Checkout this live Ajax app for a taste (Live demo hosted on Linux/Nginx/MONO).

Simple Northwind Example

ServiceStack also makes it easy to create strong-typed frictionless web services where with just the code below is all you need to return a List of Customer POCOs:

    public class CustomersService : RestServiceBase<Customers>
    {
            public IDbConnectionFactory DbFactory { get; set; }

            public override object OnGet(Customers request)
            {
              return new CustomersResponse { Customers = DbFactory.Exec(dbCmd =>
                    dbCmd.Select<Customer>()) 
            };
    }

With no other config, you can now call the above webservice REST-fully returning all of:

Accessing web services on the client

You can call the above web service re-using the same DTOs that your web services were defined with (i.e. no code-gen is required) using your preferred generic ServiceClient (i.e Json, Xml, etc). This allows you to call your web services using a strong-typed API with just 1 Line of code:

C# Sync Example

IServiceClient client = new JsonServiceClient("http://host/service");
var customers = client.Send<CustomersResponse>(new Customers());

And since your web services are also REST services, it works seamlessly with JavaScript ajax clients, e.g:

Using jQuery

$.getJSON("http://host/service", function(r) { alert(r.Customers.length); });
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ASP.NET Web API is now the Microsoft framework for creating RESTful services.

http://www.asp.net/web-api

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Not the only framework. If you still need the features of WCF (like a single service with both REST and SOAP endpoints), then WCF is the way to go. –  John Saunders Apr 6 '13 at 16:29

If you are new to REST in the .net world then start with OpenRasta. The other Microsoft solutions can do REST if you work hard at it but they will guide you down a route where you will most likely end up with POD(Plain old data) over HTTP. That is not what REST is all about. If that's all you want then that's cool too, but it is not REST.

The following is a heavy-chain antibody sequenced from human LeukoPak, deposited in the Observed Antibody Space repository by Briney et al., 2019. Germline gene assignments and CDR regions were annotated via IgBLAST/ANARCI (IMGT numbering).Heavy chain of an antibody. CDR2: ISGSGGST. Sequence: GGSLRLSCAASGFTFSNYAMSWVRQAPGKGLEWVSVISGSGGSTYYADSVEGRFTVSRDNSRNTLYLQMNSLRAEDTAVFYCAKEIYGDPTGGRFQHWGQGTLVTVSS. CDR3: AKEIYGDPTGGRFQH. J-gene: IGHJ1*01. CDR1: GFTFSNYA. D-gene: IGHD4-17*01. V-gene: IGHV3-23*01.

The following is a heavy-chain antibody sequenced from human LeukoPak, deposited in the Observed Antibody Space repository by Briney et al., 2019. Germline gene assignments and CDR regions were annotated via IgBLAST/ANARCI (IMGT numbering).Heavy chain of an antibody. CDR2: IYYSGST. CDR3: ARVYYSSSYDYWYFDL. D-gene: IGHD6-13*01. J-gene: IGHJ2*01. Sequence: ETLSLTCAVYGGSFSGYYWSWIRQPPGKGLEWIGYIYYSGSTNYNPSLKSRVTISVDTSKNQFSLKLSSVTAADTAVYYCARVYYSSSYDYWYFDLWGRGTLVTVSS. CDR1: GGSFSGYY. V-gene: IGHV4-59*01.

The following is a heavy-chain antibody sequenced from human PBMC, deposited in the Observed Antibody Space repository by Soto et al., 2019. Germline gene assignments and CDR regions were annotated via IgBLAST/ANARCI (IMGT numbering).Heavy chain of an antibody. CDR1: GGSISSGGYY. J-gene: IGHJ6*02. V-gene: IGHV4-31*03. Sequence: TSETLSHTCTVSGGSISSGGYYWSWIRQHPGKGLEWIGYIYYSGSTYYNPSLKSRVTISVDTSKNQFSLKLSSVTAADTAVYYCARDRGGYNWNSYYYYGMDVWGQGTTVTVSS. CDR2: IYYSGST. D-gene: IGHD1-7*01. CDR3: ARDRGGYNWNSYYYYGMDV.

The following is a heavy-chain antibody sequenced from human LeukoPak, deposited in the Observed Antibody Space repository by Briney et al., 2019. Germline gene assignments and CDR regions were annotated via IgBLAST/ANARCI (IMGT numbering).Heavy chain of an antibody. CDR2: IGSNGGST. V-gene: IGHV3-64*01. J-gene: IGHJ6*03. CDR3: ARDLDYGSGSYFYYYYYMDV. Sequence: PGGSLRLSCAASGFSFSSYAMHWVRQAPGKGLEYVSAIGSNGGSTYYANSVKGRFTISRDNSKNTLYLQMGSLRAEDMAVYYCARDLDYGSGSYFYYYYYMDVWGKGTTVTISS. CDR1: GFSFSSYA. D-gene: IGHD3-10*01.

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I didn't know OpenRasta has so many cool features. And I was almost sure it is some kind of framework for building ASP.NET MVC websites. Thanks! –  MaciekTalaska Sep 27 '10 at 9:03
  • If you're going WCF, the WCF REST Starter Kit that JP referred to is a great place to start.
  • Omar Al Zabir provides a pretty good example of using ASP.NET MVC to provide RESTful services that are fluent in both XML and JSON
  • You can also go the ADO.NET Data Services route you suggested. These services are built on top of the WCF stack.

I've never stumbled across any really good guidance on how to select between these options. In ASP.NET MVC you take on the majority of the plumbing burden but also have maximal control. Straight RESTful WCF is the happy middle ground although WCF tends to want to have things done its way. ADO.NET Data Services are pretty magical with the downside of buying fully into a given approach to generating these services and losing more flexibility.

There are a couple of good books you can read on the topic of RESTful services with .NET. Both O'Reilly and Microsoft Press have recently released books on this topic. Perhaps the most important advice I can provide you is to consume and understand several open RESTful services (e.g. Twitter, Amazon, Flickr) to understand the design decisions that went into creating the services. User provisioning, authentication mechanism, and supported content types (e.g. JSON, XML, RSS/ATOM) are some of the decisions that you can observe in action to aid you in your path to creating your service API.